New data shows the average fast food joint is 20 seconds slower than in 2018.

By Tim Nelson
October 02, 2019
Courtesy of McDonald's

The fast food drive-thru is supposed to represent the height of American convenience. Just roll down your car window, awkwardly yell into a box, and your food will materialize soon enough. But if you’ve been waiting more impatiently than usual in the drive-thru lane recently, new data suggests it’s not just your imagination.

According to QSR Magazine’s annual Drive-Thru Performance Study, fast food customers are indeed experiencing longer wait times than they used to. Their data suggests that the average customer waits for 255 seconds between placing an order and picking up their food, an increase of 20 seconds compared to 2018.

What’s responsible for the slowdown? QSR cites factors like bloated and increasingly complex menus, as well as an increase in mobile orders that add a new, unresolved wrinkle to restaurant logistics. It could also just be that more people are using drive-thrus, causing a kitchen backup.

 

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Of course, not every fast food chain is created equal when it comes to drive-thru speed. Dunkin’, which has a relatively streamlined, breakfast-oriented menu, tops the speed rankings with an average time of under 217 seconds. The fact that they do much of their business during breakfast, which has an average speed of service of under 239 seconds, is also likely a factor.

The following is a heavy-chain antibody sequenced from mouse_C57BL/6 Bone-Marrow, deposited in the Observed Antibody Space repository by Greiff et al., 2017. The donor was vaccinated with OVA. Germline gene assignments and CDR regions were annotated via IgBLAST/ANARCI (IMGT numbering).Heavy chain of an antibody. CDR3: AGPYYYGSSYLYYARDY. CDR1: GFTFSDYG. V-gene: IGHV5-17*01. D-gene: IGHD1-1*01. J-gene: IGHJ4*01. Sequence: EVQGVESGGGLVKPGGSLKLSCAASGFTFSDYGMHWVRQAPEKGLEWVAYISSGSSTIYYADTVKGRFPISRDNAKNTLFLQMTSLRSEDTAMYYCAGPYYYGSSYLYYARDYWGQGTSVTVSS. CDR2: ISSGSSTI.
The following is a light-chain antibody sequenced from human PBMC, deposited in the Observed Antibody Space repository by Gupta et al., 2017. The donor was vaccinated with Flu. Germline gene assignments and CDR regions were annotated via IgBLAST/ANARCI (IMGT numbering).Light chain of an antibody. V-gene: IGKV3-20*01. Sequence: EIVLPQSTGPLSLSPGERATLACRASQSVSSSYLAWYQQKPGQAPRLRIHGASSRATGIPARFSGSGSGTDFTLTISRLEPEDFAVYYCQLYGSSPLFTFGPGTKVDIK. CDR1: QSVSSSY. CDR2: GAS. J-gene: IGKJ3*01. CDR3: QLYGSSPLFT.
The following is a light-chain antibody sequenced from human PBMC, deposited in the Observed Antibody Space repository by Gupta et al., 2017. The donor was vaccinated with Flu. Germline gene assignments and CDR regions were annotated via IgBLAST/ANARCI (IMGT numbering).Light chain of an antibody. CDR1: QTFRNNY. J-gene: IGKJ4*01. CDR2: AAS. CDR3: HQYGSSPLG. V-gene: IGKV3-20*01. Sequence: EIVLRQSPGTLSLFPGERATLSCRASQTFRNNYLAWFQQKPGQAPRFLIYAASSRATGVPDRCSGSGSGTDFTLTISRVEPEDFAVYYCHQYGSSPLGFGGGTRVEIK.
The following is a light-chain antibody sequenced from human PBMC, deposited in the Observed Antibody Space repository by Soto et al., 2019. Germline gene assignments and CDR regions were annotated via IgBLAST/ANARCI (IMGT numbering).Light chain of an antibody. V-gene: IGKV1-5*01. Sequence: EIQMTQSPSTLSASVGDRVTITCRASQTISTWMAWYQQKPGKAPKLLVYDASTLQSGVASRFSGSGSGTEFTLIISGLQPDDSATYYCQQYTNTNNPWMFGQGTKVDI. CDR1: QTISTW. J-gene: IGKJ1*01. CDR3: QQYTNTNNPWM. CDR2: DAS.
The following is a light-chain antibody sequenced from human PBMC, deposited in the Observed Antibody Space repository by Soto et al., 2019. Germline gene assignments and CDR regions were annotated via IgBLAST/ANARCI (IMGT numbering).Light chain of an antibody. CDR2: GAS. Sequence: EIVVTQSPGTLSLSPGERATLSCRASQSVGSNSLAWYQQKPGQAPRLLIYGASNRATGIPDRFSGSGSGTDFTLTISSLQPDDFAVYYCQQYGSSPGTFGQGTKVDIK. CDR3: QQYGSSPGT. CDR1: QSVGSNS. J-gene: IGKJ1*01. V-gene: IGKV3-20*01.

Meanwhile, Chick-fil-A is the biggest offender when it comes to slow drive-thru service, clocking in at nearly 323 seconds for the average order. That’s despite the introduction of employees who move up and down the line of cars with ipads to both take orders and process payments. Given Chick-fil-A’s immense popularity, it could just be that high demand is taking a toll.​​​​​​​

While technology can help to streamline the order process, improving drive-thru wait times might ultimately rest with speeding things up in the kitchen. For Arby’s, who clocked in at a below-average 263.46 seconds, getting that number down is about tightening things up behind the scenes. "We know we've got very complex menu items, and our guests are demanding those,” said Arby’s COO John Kelly. “So we have to make sure that the engine that we build in our kitchen is able to execute them in a very efficient way.”

So the next time you’re stuck waiting a while in your car, just know that the people who make big bucks selling you conveniently-available meat are aware of the slow service and want to fix it. And if you’re really fed up with it, just get out of your car and walk into the dang restaurant.  

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